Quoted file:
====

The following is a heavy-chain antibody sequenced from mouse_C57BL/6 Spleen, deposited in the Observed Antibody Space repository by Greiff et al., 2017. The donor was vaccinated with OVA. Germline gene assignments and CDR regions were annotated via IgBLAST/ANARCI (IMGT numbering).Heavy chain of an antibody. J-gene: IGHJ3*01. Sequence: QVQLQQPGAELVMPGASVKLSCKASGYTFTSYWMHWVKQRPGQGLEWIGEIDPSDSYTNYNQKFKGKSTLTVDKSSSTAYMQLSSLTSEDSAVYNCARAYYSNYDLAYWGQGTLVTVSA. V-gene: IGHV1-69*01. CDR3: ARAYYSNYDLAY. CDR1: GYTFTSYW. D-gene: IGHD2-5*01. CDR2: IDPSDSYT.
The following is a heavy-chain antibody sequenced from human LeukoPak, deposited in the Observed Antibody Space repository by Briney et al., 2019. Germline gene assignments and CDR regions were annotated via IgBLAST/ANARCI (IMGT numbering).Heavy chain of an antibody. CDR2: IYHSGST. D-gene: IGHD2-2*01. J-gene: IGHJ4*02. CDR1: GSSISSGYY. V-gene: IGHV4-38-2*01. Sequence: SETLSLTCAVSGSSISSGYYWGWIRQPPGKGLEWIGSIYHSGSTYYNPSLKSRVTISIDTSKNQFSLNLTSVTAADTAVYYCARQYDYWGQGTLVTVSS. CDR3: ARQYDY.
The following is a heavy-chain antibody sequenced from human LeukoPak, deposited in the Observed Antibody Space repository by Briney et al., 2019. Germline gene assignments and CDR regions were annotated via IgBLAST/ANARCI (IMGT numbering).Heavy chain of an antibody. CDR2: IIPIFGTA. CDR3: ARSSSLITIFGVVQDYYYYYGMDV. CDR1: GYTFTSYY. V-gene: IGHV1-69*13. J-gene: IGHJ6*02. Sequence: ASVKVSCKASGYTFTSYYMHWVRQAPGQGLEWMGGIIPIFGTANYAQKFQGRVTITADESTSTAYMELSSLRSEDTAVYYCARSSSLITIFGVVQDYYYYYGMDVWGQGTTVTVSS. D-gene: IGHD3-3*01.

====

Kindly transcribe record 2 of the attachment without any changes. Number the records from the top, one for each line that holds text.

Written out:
The following is a heavy-chain antibody sequenced from human LeukoPak, deposited in the Observed Antibody Space repository by Briney et al., 2019. Germline gene assignments and CDR regions were annotated via IgBLAST/ANARCI (IMGT numbering).Heavy chain of an antibody. CDR2: IYHSGST. D-gene: IGHD2-2*01. J-gene: IGHJ4*02. CDR1: GSSISSGYY. V-gene: IGHV4-38-2*01. Sequence: SETLSLTCAVSGSSISSGYYWGWIRQPPGKGLEWIGSIYHSGSTYYNPSLKSRVTISIDTSKNQFSLNLTSVTAADTAVYYCARQYDYWGQGTLVTVSS. CDR3: ARQYDY.